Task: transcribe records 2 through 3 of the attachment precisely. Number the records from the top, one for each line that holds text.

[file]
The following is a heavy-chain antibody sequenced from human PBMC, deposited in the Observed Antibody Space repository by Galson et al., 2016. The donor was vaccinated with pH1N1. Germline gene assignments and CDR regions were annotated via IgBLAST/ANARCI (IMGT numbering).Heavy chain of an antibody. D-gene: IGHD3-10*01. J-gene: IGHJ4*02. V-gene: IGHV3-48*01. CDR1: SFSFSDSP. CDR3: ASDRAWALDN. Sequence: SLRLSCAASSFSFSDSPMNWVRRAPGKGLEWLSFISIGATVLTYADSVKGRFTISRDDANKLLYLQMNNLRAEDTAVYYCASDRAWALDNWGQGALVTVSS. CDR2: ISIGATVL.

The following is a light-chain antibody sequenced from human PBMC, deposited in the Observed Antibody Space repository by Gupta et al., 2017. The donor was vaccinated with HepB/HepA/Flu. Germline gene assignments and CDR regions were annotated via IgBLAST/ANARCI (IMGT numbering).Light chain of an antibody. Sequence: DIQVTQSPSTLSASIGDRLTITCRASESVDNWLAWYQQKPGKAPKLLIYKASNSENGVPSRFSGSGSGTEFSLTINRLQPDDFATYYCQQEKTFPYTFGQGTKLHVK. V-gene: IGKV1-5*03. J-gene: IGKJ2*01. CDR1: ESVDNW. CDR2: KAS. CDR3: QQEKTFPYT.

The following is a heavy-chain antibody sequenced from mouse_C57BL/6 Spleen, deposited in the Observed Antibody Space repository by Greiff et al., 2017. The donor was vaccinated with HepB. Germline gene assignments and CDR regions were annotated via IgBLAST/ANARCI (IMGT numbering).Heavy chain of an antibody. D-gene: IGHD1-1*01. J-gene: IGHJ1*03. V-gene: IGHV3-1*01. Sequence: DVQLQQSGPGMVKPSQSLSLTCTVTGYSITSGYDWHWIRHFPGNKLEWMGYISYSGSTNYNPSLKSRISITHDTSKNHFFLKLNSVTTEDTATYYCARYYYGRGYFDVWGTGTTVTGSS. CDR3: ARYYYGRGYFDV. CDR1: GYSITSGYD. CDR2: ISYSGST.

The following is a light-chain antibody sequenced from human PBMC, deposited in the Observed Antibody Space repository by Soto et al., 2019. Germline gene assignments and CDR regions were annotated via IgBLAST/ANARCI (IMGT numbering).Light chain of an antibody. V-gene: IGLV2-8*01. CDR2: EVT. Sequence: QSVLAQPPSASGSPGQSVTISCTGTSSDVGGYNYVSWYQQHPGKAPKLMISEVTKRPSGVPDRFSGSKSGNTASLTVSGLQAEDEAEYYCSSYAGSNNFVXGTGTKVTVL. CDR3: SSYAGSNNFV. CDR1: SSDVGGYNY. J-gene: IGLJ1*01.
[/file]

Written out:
The following is a light-chain antibody sequenced from human PBMC, deposited in the Observed Antibody Space repository by Gupta et al., 2017. The donor was vaccinated with HepB/HepA/Flu. Germline gene assignments and CDR regions were annotated via IgBLAST/ANARCI (IMGT numbering).Light chain of an antibody. Sequence: DIQVTQSPSTLSASIGDRLTITCRASESVDNWLAWYQQKPGKAPKLLIYKASNSENGVPSRFSGSGSGTEFSLTINRLQPDDFATYYCQQEKTFPYTFGQGTKLHVK. V-gene: IGKV1-5*03. J-gene: IGKJ2*01. CDR1: ESVDNW. CDR2: KAS. CDR3: QQEKTFPYT.

The following is a heavy-chain antibody sequenced from mouse_C57BL/6 Spleen, deposited in the Observed Antibody Space repository by Greiff et al., 2017. The donor was vaccinated with HepB. Germline gene assignments and CDR regions were annotated via IgBLAST/ANARCI (IMGT numbering).Heavy chain of an antibody. D-gene: IGHD1-1*01. J-gene: IGHJ1*03. V-gene: IGHV3-1*01. Sequence: DVQLQQSGPGMVKPSQSLSLTCTVTGYSITSGYDWHWIRHFPGNKLEWMGYISYSGSTNYNPSLKSRISITHDTSKNHFFLKLNSVTTEDTATYYCARYYYGRGYFDVWGTGTTVTGSS. CDR3: ARYYYGRGYFDV. CDR1: GYSITSGYD. CDR2: ISYSGST.